Up next, a Chateau Beau-Sejour Becot Saint-Emillion Premier Grand Cru Classes 2006. The Becot family is dedicated to quality and this wine is representative of their efforts. It is a blend of 70% Merlot, 24% Cabernet Franc, and 6% Cabernet Sauvignon. In the glass, it is deep purple, striated by purple hues. The nose is filled with sweet fruit aromas of black currant and black cherry. There are also pleasing hints of graphite and charcoal. On the palate, it is full-bodied, with generous amounts of fruit. This nicely concentrated wine finishes long, and filled with ripe fruit. Once again, the Becot family has produced a wine that is indicative of Saint-Emilion. The bottle price is $65 and the ready is ready to drink now and up to 2025.
“I love the wine’s deep ruby color.” Galya was first to speak.
“I especially liked hints of graphite and charcoal.” Ilona said softly as she savored her wine.
“Agreed,” Nadiya gave a quick nod. “There is a nice smokiness.”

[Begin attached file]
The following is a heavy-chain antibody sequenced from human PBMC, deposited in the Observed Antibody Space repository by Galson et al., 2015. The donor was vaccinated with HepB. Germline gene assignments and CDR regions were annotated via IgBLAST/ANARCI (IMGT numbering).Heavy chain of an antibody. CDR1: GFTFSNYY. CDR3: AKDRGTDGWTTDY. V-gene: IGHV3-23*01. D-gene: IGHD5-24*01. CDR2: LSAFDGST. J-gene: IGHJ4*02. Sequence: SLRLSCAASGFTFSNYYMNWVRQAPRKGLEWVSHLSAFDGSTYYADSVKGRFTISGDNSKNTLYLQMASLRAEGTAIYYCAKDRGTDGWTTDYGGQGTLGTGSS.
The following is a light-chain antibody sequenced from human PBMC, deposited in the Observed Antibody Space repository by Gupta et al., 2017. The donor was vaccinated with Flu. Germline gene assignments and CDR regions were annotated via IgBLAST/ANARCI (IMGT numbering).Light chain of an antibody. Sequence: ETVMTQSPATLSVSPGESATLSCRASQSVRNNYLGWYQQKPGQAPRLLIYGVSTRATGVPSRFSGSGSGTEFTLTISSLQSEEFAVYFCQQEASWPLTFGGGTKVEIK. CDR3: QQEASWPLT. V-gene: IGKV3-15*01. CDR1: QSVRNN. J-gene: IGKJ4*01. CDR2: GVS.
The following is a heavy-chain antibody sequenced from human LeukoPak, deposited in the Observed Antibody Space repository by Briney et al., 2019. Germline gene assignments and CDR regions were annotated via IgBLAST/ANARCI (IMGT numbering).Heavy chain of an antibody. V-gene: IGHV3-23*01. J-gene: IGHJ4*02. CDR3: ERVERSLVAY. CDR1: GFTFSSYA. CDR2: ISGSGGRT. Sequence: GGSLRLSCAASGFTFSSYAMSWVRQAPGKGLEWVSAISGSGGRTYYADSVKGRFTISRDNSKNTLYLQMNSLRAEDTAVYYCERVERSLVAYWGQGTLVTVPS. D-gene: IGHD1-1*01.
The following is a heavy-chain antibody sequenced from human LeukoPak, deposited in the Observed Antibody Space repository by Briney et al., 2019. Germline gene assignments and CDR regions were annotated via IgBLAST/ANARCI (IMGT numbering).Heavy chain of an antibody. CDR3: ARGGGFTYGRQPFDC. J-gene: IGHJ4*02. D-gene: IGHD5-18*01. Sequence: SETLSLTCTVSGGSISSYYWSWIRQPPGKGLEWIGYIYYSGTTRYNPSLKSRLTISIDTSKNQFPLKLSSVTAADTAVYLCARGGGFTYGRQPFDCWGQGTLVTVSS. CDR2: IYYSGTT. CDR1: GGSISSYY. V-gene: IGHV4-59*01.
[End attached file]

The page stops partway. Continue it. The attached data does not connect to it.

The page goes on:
“This is a well-structured wine with god tannins,” Lena remarked.
Iryna nodded in agreement. “Definitely opens up beyond its youthfulness.”
“This is why I like French wines,” Zhenya sighed happily.
Our last selection, Château Rauzan-Segla Grand Cru Classe Margaux 2004, is the most expensive of the wine we selected, but well worth the price. In the glass the wine is ruby red and welcoming. The bouquet is laced with the soft aromas of blackberry and vanilla. On the palate, this medium-bodied wine showed polished tannins giving an overall silky mouthfeel. The flavors of black currant enticed into a delightful and memorable finish. Ready to drink now, the half-bottle price is afordable at $65.
“Good wood balance.” Iryna was the first to comment.
“I liked the wine’s lightness.” Ilona saluted with her glass.
“Very pleasant to drink.” Lena added with a soft smile.
“Good fruit.” both Galya and Nadiya chimed in harmony.
“A very polished wine that should be added to every cellar.” Zhenya concluded matter-of-factly.
Bordeaux, just the name conjures up all sorts of extraordinary wine expectations. In the future we will continue to explore the priceless wines from the Gironda sub-region.
“But that my friends, is another story … “